In today’s Old Testament reading we see Abraham interceding for the cities of Sodom and Gomorrah. God was prepared to destroy the cities because of their wickedness:

The Lord said to Abraham, “How great is the outcry against Sodom and Gomorrah and how very grave their sin! I must go down and see whether they have done altogether according to the outcry that has come to me; and if not, I will know.”

So the men turned from there, and went toward Sodom, while Abraham remained standing before the Lord. Then Abraham came near and said, “Will you indeed sweep away the righteous with the wicked? Suppose there are fifty righteous within the city; will you then sweep away the place and not forgive it for the fifty righteous who are in it? Far be it from you to do such a thing, to slay the righteous with the wicked, so that the righteous fare as the wicked! Far be that from you! Shall not the Judge of all the earth do what is just?” And the Lord said, “If I find at Sodom fifty righteous in the city, I will forgive the whole place for their sake.”   (Genesis 18:20-26)

There are many remarkable things about the prayers of Abraham. God listens to Abraham and takes into account what Abraham is saying. God allowed Abraham to reason with him, the Almighty God and creator of the universe and all like within it. What we view is a partnership of love and concern for all peoples, even exceptionally evil people.

Can we pray like Abraham? We should be able to do so. God calls us to such prayer. But we must have access to God. He must be able to look at us and see righteousness. In the Book of James ew read:

The prayer of the righteous is powerful and effective.   (James 5:16)

Jesus is our access. He is our righteousness by faith:

For by grace you have been saved through faith, and this is not your own doing; it is the gift of God— not the result of works, so that no one may boast.   (Ephesians 2:8-9)

Are we now ready to pray like Abraham? In order to pray like Abraham we must also see like Abraham. Abraham had compassion for the entire human race, even for citizens of Sodom and G. In other words, Abraham was able to look through the eyes of God. Each person has the potential to become like God. He did not want to interfere with that divine call of God. Rather, he wanted to intercede for that call.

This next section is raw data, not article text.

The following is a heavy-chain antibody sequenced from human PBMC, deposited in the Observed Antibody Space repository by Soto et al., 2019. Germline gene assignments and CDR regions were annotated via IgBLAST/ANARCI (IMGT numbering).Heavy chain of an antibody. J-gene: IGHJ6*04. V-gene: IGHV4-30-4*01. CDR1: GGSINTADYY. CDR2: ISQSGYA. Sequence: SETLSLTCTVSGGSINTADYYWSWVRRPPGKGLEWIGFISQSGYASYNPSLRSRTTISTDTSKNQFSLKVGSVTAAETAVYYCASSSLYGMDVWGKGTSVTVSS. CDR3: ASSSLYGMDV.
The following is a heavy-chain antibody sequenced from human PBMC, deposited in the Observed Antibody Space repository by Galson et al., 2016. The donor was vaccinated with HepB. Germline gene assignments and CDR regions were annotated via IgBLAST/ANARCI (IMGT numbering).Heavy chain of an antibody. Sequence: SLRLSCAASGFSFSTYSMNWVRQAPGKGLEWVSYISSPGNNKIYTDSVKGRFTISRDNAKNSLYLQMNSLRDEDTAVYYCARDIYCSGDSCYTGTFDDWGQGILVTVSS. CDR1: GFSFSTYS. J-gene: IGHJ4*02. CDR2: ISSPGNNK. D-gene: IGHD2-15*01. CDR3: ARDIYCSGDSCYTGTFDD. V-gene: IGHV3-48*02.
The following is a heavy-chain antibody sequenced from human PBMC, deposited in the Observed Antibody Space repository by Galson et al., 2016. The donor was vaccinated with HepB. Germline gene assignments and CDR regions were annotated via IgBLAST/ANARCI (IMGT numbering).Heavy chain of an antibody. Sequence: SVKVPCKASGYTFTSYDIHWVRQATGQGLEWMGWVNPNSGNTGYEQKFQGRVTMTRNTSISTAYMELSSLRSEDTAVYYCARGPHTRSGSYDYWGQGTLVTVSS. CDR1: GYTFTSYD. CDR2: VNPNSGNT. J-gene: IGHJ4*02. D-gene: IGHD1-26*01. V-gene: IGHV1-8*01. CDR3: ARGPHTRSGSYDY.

Are we able to pray for the people we judge? Are we able to pray for our enemies? Jesus said:

But I say unto you which hear, Love your enemies, do good to them which hate you, Bless them that curse you, and pray for them which despitefully use you.   (Luke 6:28)

A true intercessor before God has no human enemies. The Apostle Paul wrote:

for our struggle is not against blood and flesh but against the rulers, against the authorities, against the cosmic powers of this present darkness, against the spiritual forces of evil in the heavenly places.   (Ephesians 6:12)

Because of his faith, Abraham looked forward forward with optimism for the kingdom of God to be established:

By faith Abraham obeyed when he was called to set out for a place that he was to receive as an inheritance, and he set out, not knowing where he was going. By faith he stayed for a time in the land he had been promised, as in a foreign land, living in tents, as did Isaac and Jacob, who were heirs with him of the same promise. For he looked forward to the city that has foundations, whose architect and builder is God.   (Hebrews 11:8-10)

We are in partnership with God. God needs prayers. We need his wisdom and direction. Let us follow the example of the Father of faith and pray for the lost. For in our day we see many Sodom’s and Gomorrah’s.

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Filed under homily, Jesus, lectionary, liturgical preaching, liturgy, Pentecost, preaching, Revised Common Lectionary, sermon, sermon development, Year C